Of the top 100 technology companies in New Zealand, 16 are based in Christchurch and collectively they contribute $1.18 billion to the New Zealand economy – or around 16 percent of the total contribution of IT firms in the country.
These statistics feature in a draft report prepared by the Canterbury Development Corporation (CDC), which is keen to capitalise on the city’s history of producing global technology companies. Technology sector leader Enrico Tronchin (pictured below left with Anthony Thomas, general manager for industrial development) says the draft report is part of a process currently being undertaken by CDC (a trust company owned by the Christchurch City Council) to determine the top two ICT fields and to market these globally. He says it could be Health IT or geo-spatial technologies or even gaming development, which is a fledgling part of ICT scene in Christchurch.
CDC chief executive Bill Luff says that ICT directly accounts for 10 percent of the local economy, but indirectly that figure is much higher because of the “facility” role it plays in other businesses.
He says the reason for Christchurch’s strong IT base is a tradition that comes down to a “few individuals who were brilliant” such as Angus Tait (Tait Electronics) and Gil Simpson (Jade Software).
“Don’t underestimate the quality of life here, apart from a few earthquakes,” he says. “Those people managed to embed wonderful technological ideas, attract great tertiary (institutions) and also because of them we attracted international companies such as Allied Telesis, which are technologically based, not ICT necessarily.”
Allied Telsis is the top technology company in Christchurch with an annual revenue of $135 million, Tait is in second place with $114 million, and Jade Software in fourth place with $50 million, behind Dynamic Controls, a manufacturer of controls for wheelchairs that has a revenue of $100 million.
According to CDC the ICT sector employs 6276 people in Christchurch or 14 percent of New Zealand’s total ICT workforce. However, its draft report notes that more than half of the companies are owner only, with just 96 firms employing more than 10 staff.
“Some companies don’t get out of the start-up phase because they can’t prove their product or service,” Luff says. “The main problem of startups advancing, particularly in ICT, is that typically the principals of those companies tend to be extremely competent technically, have a brilliant idea or product; but they don’t know about marketing and about running a company.”
Luff says the typical startup will take between seven and 10 years to become viable.
“Capital’s not a problem. Everybody says capital constraints are killing innovation in New Zealand. It’s not that, I don’t think. There is capital for good proposals and what investors are looking at are really robust business cases, they’re not actually very often seduced by great technology,” he says.
Venture funding is available through the CDC’s subsidiary the Canterbury Economic Development Fund. It was created from the proceeds of the sale of electricity company Orion Energy’s retail business during the Bradford electricity reforms and currently sits at $4.5 million. To date it has invested in 32 companies – not all of them in the ICT sector, but most of them have a technology angle, Luff says.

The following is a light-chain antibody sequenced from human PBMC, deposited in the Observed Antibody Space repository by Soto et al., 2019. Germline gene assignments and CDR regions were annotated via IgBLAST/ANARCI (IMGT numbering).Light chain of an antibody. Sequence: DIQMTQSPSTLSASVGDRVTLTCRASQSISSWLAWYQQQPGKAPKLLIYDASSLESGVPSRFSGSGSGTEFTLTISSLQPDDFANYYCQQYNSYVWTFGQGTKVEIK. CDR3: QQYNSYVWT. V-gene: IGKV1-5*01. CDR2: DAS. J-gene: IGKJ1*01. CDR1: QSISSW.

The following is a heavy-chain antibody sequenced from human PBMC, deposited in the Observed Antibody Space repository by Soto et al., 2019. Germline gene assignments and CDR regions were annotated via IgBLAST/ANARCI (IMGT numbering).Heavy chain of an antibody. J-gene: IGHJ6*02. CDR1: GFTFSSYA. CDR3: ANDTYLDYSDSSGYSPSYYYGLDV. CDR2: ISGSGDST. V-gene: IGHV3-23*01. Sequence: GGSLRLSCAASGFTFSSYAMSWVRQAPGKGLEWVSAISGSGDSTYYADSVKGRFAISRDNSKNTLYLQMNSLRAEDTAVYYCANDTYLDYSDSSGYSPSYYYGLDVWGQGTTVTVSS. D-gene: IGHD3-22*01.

The fund is managed by Powerhouse Ventures, an angel investor and company in its own right that also has a private investment portfolio.
In addition, there is funding from the New Zealand Venture Capital Fund, bringing the total amount of early stage investment funding that is overseen by CDC to between $8 and $10 million.
CDC is a backer of Enable Networks, the open access fibre network that connects around 450 schools, hospitals and businesses. It is competing with Telecom to form a partnership with the Crown Fibre Holdings in the Local Fibre Co in the Canterbury area.
“The reason the city has invested in Enable is that it was not at all convinced that the incumbents were perpetuating fibre connectivity. They were sitting trying to make the most out of their existing copper and I think without the impetus that first the broadband challenge from the previous government gave, which was instrumental in establishing Enable, and now the UFB, I don’t think we would have been looking at Fibre to the Home in the sort of time frames we’re now talking about. Simply because Telecom would milk the copper assets for as long as possible,” he claims.
To date 60 percent of Christchurch schools have been connected to Enable’s fibre. In order to facilitate adoption CDC together with Enable and CORE Education Trust, formed the Greater Christchurch Initiative. It employs two contract staff to visit schools and assist them in brokering deals with service providers. The preferred ISP is locally owned Snap, but Luff says they will assist the schools in approaching other ISPs if that’s their choice.
According to a survey by the Trust, the average secondary or intermediate school had three and a half servers “on which half of those were content servers and they were turning them over every 24 to 36 months at a cost of $25 to $30,000.”
Luff says very few of the smaller schools have ICT management capability and the Trust is attempting to explain to schools the “mystery of the cloud”.
“It is a bit of a daunting prospect when you’ve got a box in the corner, to say ‘here is a bit of fibre and the box will be 10km down the road, they’ll be some diversity on the other side of town and we just need you to transfer everything out of that box,’ – that’s a big call.”
* This is the second in a series of articles about the Christchurch IT scene. Tomorrow Computerworld talks to emerging smartphone developers Smudge Apps. In the meantime, check out the details of the next Fry Up debate to be held in Christchruch on 1 March, the moot is: 'South Islanders will be the most innovative when it comes to fast fibre networks'.